What better way to teach a child the alphabet, spelling, or mathematics than with toys? Many such toys are tactile in nature, and some even come with braille or other tactile markings. Lindenwood, Inc. has manufactured the popular Uncle Goose braille blocks for over 20 years. These wooden blocks include embossed braille letters or numbers, depending on the set chosen, and can be used to learn braille, spelling, and arithmetic. Sets with deeply embossed print letters, which can be felt by touch, are also available. Many teachers would concur with the importance of a blind child also learning print numbers and letters. There are a number of manufacturers that produce magnetic letters and numbers, which often can be felt by touch. The best ones are most likely magnets cut in the shapes of the letters, as opposed to flat magnets with letters printed on them.
For a richer multimedia experience, check the clearance bins or online stores for Leapfrog's Fridge DJ. It's like a mini music player for kids, but instead of listening to Lady Gaga, they can tune to three stations featuring songs about letters, numbers, and other elementary concepts. Because it has dials to switch between the songs, it's perfectly usable by children who are blind or visually impaired.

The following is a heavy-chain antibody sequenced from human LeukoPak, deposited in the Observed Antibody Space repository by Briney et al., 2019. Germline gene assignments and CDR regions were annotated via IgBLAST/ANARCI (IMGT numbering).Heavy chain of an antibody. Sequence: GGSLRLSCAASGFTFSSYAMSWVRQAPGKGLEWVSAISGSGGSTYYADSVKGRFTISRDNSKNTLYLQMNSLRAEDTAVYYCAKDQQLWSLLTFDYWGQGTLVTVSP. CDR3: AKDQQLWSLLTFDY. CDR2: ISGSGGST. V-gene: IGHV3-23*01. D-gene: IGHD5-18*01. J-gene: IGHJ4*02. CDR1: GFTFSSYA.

For older learners, the Educational Insights Geosafari Talking Globe remains as a popular option for the visually impaired and sighted alike. Intended for children grades 3 and up, it asks over 10,000 questions on topics ranging from states and capitals to European rivers. The presentation is similar to a TV game show, and all of the questions are read aloud. Although the globe itself isn't tactile in nature, the bulk of your child's time will probably be spent playing the various games. You could put some tactile marks on the globe if you felt it necessary.
When shopping for accessible educational toys, watch out for many of the electronic computers and visual games. These items may talk, but often require visual assistance to play or set up. The Leapster Explorer, for example, falls into this category because of its inaccessible touch screens and its visual interface.